The union represents about 25,000 workers in about 75 Florida nursing homes and 30 hospitals. Almost all are being asked to cut corners on PPE, Marville said. In the past, Marville said, that would have warranted discipline or mandatory infection-control training.
In nursing homes, workers often bring their own masks because the operator either doesn’t have enough or is hoarding them, she said. Supplies that used to be readily available are now kept under lock and key.
In Southern California, nurses at Riverside Community Hospital went on strike in June due to staffing and PPE shortages.
Erik Andrews, a rapid response nurse there, said the hospital issues him one N95 mask a day, “and you have to practically sign your life away. It’s recorded that it’s been dispensed to me.”
The Strategic National Stockpile was created in the wake of the 2001 anthrax attacks to hold supplies needed in the event of bioterrorism, but it has evolved to respond to pandemics as well. Following Trump’s announcement, the U.S. Defense Logistics Agency purchased $594 million in personal protective equipment for the stockpile, spokesman Patrick Mackin said in a statement in early July.
The U.S. Department of Health and Human Services also bought about 600 million N95 respirators in March from Honeywell, 3M, O&M Halyard, Draeger and Moldex that will be delivered over 18 months, according to a statement. O&M Halyard will supply an additional 68 million N95 respirators and surgical masks at a cost of $29.4 million. Honeywell’s award was increased by $20.29 million and Molex’s was increased by $21.4 million, according to the contracts.
Polowczyk said Friday that he’s working on changing deals with N95 manufacturers like Honeywell and O&M Halyard under the Defense Production Act to allow them to delay filling the order “until maybe the end of September.” Instead, those tens of millions of masks would be directed to the commercial market in August and September, where hospitals and nursing homes could buy them, he said.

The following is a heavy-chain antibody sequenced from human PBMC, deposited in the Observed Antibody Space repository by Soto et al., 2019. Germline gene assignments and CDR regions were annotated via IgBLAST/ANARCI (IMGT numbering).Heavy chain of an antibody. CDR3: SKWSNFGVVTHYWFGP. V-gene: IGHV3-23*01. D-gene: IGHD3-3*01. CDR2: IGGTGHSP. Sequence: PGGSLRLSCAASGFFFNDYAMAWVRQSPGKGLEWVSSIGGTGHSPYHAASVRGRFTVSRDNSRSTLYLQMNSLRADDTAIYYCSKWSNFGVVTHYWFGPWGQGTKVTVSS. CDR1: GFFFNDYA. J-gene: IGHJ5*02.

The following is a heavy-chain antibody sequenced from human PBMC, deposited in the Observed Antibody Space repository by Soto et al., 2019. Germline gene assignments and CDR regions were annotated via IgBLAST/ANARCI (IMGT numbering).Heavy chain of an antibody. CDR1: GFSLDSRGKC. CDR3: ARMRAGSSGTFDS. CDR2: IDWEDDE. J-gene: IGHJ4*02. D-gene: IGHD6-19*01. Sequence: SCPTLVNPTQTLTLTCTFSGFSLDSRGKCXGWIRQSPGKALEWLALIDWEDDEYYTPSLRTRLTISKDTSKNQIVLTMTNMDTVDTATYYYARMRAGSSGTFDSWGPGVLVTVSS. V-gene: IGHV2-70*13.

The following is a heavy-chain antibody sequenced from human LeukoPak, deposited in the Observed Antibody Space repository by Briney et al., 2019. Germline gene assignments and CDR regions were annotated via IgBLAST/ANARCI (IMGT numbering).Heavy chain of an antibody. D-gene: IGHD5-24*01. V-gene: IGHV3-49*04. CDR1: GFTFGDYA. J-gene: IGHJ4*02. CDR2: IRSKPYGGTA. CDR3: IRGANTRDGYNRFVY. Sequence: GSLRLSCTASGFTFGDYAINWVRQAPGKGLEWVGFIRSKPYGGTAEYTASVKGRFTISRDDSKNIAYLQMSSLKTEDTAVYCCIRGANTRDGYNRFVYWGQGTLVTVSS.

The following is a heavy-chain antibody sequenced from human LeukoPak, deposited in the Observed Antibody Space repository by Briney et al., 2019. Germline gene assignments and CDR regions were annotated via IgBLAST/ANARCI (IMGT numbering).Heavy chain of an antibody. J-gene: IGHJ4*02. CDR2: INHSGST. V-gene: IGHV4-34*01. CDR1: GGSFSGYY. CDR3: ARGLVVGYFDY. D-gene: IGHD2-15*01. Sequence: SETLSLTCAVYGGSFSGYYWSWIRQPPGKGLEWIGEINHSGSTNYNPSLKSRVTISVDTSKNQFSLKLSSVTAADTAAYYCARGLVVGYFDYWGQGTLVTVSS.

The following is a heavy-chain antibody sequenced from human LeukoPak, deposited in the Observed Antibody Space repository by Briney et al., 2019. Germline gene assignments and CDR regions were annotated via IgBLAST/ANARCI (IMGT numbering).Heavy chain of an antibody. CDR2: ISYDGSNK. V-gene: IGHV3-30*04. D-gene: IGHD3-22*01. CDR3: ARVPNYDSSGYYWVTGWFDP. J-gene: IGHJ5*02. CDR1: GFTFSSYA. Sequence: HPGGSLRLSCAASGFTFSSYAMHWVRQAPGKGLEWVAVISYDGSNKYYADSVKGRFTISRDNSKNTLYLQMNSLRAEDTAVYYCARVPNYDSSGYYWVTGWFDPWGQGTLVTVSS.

The federal government would direct where those masks go, based on data hospitals and nursing homes are submitting to the Department of Health and Human Services about supplies on hand, Polowczyk said.
Neither Texas nor Florida have large unfulfilled requests into the federal government, Polowczyk said. Texas asked for 100,000 gloves, and Florida asked for some N95 respirators and surgical gowns. The deliveries will be in the coming weeks, he said.
Many front-line workers say they need the supplies immediately.
GetUsPPE, a non-profit organization, is an online platform that connects suppliers or donors with providers. Demand has soared as the virus spread in hot spot states: Requests from Texas rose 237% from May to June. In Florida, the increase was 240% and in Arizona, 176% for the same period.
Megan Ranney, an emergency-room physician at Brown University in Rhode Island, helped found the organization in March after hearing so many complaints about the lack of PPE. It’s still in too-short supply, she said.
“They should have a stockpile, and they are right to purchase for that,” she said. “However, there are facilities across the U.S. that actually need it right now.”